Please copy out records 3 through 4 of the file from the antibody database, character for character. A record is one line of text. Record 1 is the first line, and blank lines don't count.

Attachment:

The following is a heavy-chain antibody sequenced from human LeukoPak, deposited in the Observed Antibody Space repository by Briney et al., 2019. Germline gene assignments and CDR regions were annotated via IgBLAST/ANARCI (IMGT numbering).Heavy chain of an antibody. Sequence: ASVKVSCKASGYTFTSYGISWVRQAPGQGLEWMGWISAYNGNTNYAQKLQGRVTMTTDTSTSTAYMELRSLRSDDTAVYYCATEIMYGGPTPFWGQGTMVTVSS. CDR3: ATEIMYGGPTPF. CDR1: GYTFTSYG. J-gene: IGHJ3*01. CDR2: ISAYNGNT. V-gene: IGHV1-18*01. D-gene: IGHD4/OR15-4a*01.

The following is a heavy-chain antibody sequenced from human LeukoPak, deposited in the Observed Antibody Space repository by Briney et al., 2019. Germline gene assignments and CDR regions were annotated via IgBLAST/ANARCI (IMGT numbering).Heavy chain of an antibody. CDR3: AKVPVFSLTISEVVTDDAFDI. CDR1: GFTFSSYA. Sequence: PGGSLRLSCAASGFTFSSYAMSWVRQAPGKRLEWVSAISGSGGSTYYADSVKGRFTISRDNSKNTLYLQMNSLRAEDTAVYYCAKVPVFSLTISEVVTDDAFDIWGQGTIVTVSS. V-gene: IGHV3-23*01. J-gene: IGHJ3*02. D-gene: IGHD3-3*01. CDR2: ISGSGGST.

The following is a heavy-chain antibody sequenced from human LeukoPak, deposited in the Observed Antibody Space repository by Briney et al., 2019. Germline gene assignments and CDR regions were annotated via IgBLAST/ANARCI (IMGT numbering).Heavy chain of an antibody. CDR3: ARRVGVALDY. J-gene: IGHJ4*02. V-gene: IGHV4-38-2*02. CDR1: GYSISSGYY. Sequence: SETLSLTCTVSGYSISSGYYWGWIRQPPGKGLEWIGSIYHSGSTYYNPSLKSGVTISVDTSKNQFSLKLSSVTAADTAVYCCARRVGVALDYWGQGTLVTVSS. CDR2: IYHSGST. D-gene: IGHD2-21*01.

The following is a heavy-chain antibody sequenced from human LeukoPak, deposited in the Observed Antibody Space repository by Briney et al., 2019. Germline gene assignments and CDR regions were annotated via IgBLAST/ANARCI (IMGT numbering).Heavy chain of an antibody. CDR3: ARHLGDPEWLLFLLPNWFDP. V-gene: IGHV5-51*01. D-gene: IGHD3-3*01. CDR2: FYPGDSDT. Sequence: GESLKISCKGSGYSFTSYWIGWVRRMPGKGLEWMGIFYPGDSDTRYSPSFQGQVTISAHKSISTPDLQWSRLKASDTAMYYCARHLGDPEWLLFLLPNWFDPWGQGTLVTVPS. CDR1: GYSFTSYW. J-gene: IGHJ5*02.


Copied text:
The following is a heavy-chain antibody sequenced from human LeukoPak, deposited in the Observed Antibody Space repository by Briney et al., 2019. Germline gene assignments and CDR regions were annotated via IgBLAST/ANARCI (IMGT numbering).Heavy chain of an antibody. CDR3: ARRVGVALDY. J-gene: IGHJ4*02. V-gene: IGHV4-38-2*02. CDR1: GYSISSGYY. Sequence: SETLSLTCTVSGYSISSGYYWGWIRQPPGKGLEWIGSIYHSGSTYYNPSLKSGVTISVDTSKNQFSLKLSSVTAADTAVYCCARRVGVALDYWGQGTLVTVSS. CDR2: IYHSGST. D-gene: IGHD2-21*01.

The following is a heavy-chain antibody sequenced from human LeukoPak, deposited in the Observed Antibody Space repository by Briney et al., 2019. Germline gene assignments and CDR regions were annotated via IgBLAST/ANARCI (IMGT numbering).Heavy chain of an antibody. CDR3: ARHLGDPEWLLFLLPNWFDP. V-gene: IGHV5-51*01. D-gene: IGHD3-3*01. CDR2: FYPGDSDT. Sequence: GESLKISCKGSGYSFTSYWIGWVRRMPGKGLEWMGIFYPGDSDTRYSPSFQGQVTISAHKSISTPDLQWSRLKASDTAMYYCARHLGDPEWLLFLLPNWFDPWGQGTLVTVPS. CDR1: GYSFTSYW. J-gene: IGHJ5*02.